So, what is it like to touch a dead body? Farrier explains that the village they visit during this episode actually digs up their ancestors as part of a ritual and updates their clothing, gives them money and cigarettes, and that touching is encouraged. “I’d been taught culturally that you don’t touch a dead body,” Farrier says, “but these people were letting me know that I was helping and they wanted me to take part in it. I had a lot of internal conflict about it, obviously, but I listened to the community on this and what they were telling me to do.”
I’d been waiting to discuss this segment with Farrier because YouTuber Logan Paul was crucified earlier this year for filming himself with a dead body he found in the Japanese suicide forest, Aokigahara. So what makes Farrier’s documentation different, other than, you know, the entire vibe of what you’re seeing?
“People want to document the places they are and the adventures they’ve had, and I get that. But also I see Justin Bieber take selfies in poorly thought out situations or Logan Paul barging into an area with absolutely no cultural sensitivity,” Farrier says. “Social media plays into this stuff and there’s no clear lines, but you should be able to get a feeling of what’s appropriate when you see it. We were in an area of Japan that had been devastated by the tsunami and people were taking smiling selfies there. That felt insensitive to me, but then I’m 35 years old and they’re younger and we all have different beliefs.”
That said, it feels like Farrier comes off younger in this production, because unlike Tickled, he isn’t having to call a lawyer every single day of production, and he has the space to get a little more technical with production. The stories also get the space to expand in a way that the team figured out with Tickled in its little known expansion. Buried in the HBO Go special features is a half-hour follow-up to the events of the documentary called The Tickled King which expands on the ever-evolving story. (Incidentally, the film is available for free on YouTube in some parts of the world, so Farrier invites you to Tweet at him if you’re having trouble finding it in your region.) But that expansion also opened the door to ask, when is a documentary finished? Especially with the recent death of the film’s main antagonist, there’s some question of whether Farrier will be a dark tourist back into his own story.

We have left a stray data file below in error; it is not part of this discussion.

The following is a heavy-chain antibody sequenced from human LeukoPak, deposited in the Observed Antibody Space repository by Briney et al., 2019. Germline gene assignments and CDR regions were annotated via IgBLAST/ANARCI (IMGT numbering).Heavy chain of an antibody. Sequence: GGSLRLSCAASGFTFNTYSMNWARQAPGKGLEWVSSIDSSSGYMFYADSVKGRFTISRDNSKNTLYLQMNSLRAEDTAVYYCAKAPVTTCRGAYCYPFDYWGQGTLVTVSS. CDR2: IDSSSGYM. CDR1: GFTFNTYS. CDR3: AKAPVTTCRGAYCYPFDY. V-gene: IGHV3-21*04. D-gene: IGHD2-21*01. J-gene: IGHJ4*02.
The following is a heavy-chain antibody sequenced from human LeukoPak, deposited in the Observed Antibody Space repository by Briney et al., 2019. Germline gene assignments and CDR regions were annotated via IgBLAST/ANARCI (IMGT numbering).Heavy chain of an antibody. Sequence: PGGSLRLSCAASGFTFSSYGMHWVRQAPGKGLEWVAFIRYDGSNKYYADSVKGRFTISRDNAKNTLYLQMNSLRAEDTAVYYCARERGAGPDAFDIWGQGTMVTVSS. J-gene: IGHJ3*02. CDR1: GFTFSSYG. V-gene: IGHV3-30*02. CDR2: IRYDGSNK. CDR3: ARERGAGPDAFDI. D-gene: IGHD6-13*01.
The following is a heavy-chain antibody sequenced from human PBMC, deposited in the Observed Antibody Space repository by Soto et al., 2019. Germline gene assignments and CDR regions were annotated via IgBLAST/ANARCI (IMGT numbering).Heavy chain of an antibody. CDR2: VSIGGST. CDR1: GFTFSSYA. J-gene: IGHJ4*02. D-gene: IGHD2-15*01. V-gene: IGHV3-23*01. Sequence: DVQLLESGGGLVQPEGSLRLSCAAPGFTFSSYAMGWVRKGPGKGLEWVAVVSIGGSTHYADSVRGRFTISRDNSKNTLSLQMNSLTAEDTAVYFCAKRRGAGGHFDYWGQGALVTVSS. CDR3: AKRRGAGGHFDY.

“We hear from people,” he says. “We just got hundreds of letters from someone Terri [DiSisto, a major subject in Tickled] was corresponding with. People watched the film and realized their teacher was doing this stuff, so we’re… We get to provide closure to a lot of people who wanted to just know what the fuck was happening with them. Our goal was to meet the person behind this. We met the person behind it and, honestly, it was underwhelming. When we knew that we had a movie was when had that phone conversation at the end, which is one of the least filmic things imaginable, right after the slowest car chase in film history. But we were talking to someone who actually knew him and we learned why he was how he was, and that’s when we knew we had an ending.”
“We stopped covering this after [Tickled subject] David [D’Amato]’s death. It was about moving on to something else, because we spent so many years in this world of competitive tickling. And also this man had died, and had a heart attack, and maybe that means it’s time to put a hold on it. But one of David D’Amato’s insiders, a man named Louis, is keeping the organization running now. The Tickled empire is still running. We’re keeping an eye on that character. If the story requires that we do more, we’ll do more.”
Dark Tourist is available on Netflix now, worldwide.
Brock Wilbur is a writer and comedian from Los Angeles who lives with his wife Vivian Kane and their cat, Cat. He is the co-author (with Nathan Rabin) of the forthcoming book Postal for the Boss Fight Books series.